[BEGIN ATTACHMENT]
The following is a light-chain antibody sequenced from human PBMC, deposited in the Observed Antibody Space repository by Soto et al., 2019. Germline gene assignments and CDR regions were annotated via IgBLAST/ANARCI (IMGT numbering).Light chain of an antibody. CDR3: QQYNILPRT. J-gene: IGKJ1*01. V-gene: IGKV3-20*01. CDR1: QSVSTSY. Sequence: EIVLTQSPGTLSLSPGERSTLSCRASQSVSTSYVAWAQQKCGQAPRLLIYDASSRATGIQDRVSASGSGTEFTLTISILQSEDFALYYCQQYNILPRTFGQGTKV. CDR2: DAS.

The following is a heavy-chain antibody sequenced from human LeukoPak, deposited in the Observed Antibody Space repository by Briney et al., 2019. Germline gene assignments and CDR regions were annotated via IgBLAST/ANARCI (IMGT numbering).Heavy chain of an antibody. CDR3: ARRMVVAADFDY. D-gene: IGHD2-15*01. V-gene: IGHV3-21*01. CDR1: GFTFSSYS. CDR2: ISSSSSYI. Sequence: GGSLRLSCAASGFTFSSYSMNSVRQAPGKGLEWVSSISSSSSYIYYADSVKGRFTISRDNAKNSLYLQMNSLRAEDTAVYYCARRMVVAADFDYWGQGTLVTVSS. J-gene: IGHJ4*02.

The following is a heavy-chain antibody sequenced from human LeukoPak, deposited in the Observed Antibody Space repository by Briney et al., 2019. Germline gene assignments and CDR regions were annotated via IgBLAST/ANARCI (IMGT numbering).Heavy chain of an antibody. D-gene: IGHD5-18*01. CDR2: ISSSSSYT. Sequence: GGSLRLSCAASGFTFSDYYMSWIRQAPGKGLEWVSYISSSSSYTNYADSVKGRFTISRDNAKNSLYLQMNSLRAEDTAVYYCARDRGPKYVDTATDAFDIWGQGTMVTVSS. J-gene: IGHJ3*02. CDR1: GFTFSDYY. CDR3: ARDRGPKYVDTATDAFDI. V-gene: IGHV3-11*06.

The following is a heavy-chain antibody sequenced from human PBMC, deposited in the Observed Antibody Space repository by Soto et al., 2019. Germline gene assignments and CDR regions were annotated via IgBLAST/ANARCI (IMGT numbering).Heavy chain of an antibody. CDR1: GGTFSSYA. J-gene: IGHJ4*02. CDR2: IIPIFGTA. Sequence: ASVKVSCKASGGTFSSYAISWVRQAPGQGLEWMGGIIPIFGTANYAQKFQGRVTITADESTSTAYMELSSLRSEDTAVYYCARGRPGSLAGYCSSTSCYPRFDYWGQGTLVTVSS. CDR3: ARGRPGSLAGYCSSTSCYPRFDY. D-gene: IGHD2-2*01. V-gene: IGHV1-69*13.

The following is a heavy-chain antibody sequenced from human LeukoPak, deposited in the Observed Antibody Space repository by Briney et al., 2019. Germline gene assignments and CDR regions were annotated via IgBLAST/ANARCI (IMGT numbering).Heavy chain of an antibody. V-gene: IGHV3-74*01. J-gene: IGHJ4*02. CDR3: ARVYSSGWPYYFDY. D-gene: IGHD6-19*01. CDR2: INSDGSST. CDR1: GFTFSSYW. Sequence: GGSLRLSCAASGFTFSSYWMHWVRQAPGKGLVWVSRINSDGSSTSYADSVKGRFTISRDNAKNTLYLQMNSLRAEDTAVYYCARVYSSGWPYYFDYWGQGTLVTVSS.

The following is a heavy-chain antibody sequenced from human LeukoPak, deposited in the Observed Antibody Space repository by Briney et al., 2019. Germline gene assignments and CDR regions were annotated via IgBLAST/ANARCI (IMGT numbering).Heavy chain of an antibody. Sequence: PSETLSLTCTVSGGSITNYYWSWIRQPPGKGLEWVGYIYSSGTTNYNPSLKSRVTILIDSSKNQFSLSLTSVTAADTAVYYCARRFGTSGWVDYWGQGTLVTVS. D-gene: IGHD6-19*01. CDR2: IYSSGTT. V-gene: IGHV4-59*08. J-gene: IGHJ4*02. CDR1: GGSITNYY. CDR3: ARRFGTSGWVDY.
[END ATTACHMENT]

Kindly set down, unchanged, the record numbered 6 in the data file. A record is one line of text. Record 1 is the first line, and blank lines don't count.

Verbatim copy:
The following is a heavy-chain antibody sequenced from human LeukoPak, deposited in the Observed Antibody Space repository by Briney et al., 2019. Germline gene assignments and CDR regions were annotated via IgBLAST/ANARCI (IMGT numbering).Heavy chain of an antibody. Sequence: PSETLSLTCTVSGGSITNYYWSWIRQPPGKGLEWVGYIYSSGTTNYNPSLKSRVTILIDSSKNQFSLSLTSVTAADTAVYYCARRFGTSGWVDYWGQGTLVTVS. D-gene: IGHD6-19*01. CDR2: IYSSGTT. V-gene: IGHV4-59*08. J-gene: IGHJ4*02. CDR1: GGSITNYY. CDR3: ARRFGTSGWVDY.